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Sigur Rós - Kveikur CD (album) cover

KVEIKUR

Sigur Rós

 

Post Rock/Math rock

3.67 | 69 ratings

From Progarchives.com, the ultimate progressive rock music website

Neu!mann
Prog Reviewer
3 stars The latest Sigur Rós CD hasn't earned much attention yet on these pages: evidence, maybe, that their soporific ought-twelve album "Valtari" lulled even diehard fans into a blissfully narcotized coma. The band has since been reduced to a trio, and to compensate for the loss of their keyboard player the rhythm section was pushed forward in the mix, overwhelming even the awesome drone of Jónsi Birgisson's bowed electric guitar.

The end result is a surprising return to a younger, heavier Sigur Rós, while still marking a bold step forward in style and attitude. The new album takes the ethereal soundscapes that have always defined the Sigur Rós sound and forges them into a louder and more powerful noise, reminiscent at times of the Texas quartet EXPLOSIONS IN THE SKY enjoying a Scandinavian vacation. Gone are the extended Post Rock crescendos, replaced by something approaching the icy extremities of Post Pop: a dense, agitated, surging wall of music with a welcome ray of bright arctic sunlight at its heart.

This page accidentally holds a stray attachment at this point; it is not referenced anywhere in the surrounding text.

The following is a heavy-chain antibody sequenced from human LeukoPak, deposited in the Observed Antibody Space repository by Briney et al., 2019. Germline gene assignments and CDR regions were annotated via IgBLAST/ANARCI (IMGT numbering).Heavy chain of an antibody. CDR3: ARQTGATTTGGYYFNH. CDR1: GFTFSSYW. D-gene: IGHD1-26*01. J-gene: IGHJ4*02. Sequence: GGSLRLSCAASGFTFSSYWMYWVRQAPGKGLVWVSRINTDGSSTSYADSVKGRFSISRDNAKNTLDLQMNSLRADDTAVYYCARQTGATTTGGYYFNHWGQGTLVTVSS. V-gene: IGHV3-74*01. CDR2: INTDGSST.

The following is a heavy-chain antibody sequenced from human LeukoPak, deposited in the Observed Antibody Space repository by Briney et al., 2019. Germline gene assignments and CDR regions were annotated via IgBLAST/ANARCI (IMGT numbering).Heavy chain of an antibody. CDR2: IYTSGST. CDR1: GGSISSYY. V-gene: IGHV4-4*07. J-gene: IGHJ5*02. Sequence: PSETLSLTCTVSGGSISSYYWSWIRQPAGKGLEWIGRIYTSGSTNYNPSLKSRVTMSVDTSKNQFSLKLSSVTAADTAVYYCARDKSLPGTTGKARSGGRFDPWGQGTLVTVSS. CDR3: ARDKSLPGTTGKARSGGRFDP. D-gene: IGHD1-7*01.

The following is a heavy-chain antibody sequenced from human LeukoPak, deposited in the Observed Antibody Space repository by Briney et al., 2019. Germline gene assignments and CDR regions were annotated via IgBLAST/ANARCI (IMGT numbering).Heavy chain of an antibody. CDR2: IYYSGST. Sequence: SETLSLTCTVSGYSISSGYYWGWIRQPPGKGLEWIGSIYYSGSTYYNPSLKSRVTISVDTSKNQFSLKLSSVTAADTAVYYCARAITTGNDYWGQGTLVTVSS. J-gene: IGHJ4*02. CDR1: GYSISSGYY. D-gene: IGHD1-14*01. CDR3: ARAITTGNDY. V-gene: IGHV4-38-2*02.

In a different setting the album might have sounded (almost) conventional. Songs like "Ísjaki" and "Stormur" are as accessible as this enigmatic band has ever been, but the majestic tempos and trendy over-amped distortion happily mask the relative simplicity of the writing, without hiding it completely. And the weirder effects sound like BJÖRK somehow crept into the recording studio while no one was looking and tampered with the master tapes.

Analog listeners will have to forgive the noisy digital production, atypically 'hot' for such an otherwise wintry ensemble, and sounding in places like the bitter end of a fried sub-woofer (or inner ear pan). Notice how effective the quieter moments are, minus all the grinding percussion and distorted guitars. And the pair of Japanese-market bonus tracks add a contrary touch of formless, near-industrial ambience, showing how beautiful an inorganic machine can be when the cogs are properly oiled.

Otherwise the album makes a brave attempt to re-establish Sigur Rós as the primal entity they once were, instead of the spent creative force the band seemed in danger of becoming.

Neu!mann | 3/5 |

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